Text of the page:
This might be perhaps a bug in Reader, or not. When you view "this version" the view presented in Reader has limited capabilities. Perhaps attachments are one of the limitations of this view. If you save "this version" (with a different name or in a different location) and reopen saved PDF your attachment reappears.
Thanks isakten - nice catch with saving and re-opening.
Unfortunately, our customers are not really happy with this Acrobat's glitch, as they need some kind of 'proof' that the embedded files *are* actually covered by the signature (and this point of view is completely understandable). The save-and-re-open trick might help, though ideally we would prefer some 'statement' from Adobe official which we could use to refer our customers to.
We've also got another issue of a similar kind with viewing signed documents containing files embedded as annotations, but I'm going to submit that to another topic a bit later today.
"View this version" comes with a disclaimer in the top bar that most functions are disabled in this view. If attachments are shown in the "Attachments" panel, then they can be opened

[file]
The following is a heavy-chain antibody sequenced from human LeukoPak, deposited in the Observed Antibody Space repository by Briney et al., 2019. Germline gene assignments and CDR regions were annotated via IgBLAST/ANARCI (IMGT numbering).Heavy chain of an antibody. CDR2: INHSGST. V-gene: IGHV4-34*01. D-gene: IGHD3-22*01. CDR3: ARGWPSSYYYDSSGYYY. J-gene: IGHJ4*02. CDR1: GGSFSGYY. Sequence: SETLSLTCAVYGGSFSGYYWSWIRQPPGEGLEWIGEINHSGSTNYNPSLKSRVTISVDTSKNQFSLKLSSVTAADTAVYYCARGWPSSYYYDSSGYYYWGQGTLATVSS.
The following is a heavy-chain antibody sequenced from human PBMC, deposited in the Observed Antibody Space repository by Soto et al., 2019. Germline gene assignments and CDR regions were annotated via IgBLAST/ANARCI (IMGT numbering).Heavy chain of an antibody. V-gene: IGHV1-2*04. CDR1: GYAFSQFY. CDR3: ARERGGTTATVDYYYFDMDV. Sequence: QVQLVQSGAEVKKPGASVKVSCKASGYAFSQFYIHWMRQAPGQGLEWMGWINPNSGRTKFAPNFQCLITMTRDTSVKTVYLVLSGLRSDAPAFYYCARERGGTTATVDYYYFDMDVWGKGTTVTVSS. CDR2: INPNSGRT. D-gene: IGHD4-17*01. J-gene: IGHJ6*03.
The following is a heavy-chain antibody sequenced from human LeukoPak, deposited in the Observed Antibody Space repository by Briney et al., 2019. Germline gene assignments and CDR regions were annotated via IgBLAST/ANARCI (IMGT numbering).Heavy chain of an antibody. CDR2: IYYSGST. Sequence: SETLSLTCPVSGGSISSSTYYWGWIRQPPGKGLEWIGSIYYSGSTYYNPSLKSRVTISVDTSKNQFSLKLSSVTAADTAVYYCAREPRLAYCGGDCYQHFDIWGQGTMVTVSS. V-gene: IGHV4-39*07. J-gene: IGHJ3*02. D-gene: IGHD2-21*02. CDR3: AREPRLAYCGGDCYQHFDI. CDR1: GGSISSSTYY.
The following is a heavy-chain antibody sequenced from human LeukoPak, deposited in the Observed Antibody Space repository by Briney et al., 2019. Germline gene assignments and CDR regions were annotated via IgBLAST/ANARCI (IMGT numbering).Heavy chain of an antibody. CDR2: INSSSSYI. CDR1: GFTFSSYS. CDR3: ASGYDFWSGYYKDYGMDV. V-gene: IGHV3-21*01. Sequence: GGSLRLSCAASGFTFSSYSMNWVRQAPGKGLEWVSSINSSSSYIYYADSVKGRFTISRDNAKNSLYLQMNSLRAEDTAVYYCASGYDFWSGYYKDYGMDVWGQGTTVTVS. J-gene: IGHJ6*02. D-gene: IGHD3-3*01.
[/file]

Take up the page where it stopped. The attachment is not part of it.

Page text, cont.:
(otherwise what's the point to show them at all), and Acrobat uses a default app for this MIME type (i.e. Notepad for .txt files) to open it and has no control what the user could do there. User could definitely copy this file to a different location and this is akin to copying some of he PDF's content which is a prohibited operation in this view.
You can treat the disclaimer in the top bar as the Adobe official statement along with my read on what it means with respect to annotations.
IMO to "View this version" for the last signature when there are no changes after the file was signed is meaningless because both versions are identical. It is only when some changes were made after a signature that you may want/need to view the signed version.
Sounds reasonable, thanks. And if we dare to recall that the embedded files feature is actually described in the 'Interactive Features' chapter of the PDF specification (and all interactive features are disabled, according to the warning panel at the top), we'll get a pretty viable formal argument that the files must not be shown in that view.
Feeling like a lawyer looking for a loophole in a dumb 200 year old law in order to substantiate the obvious .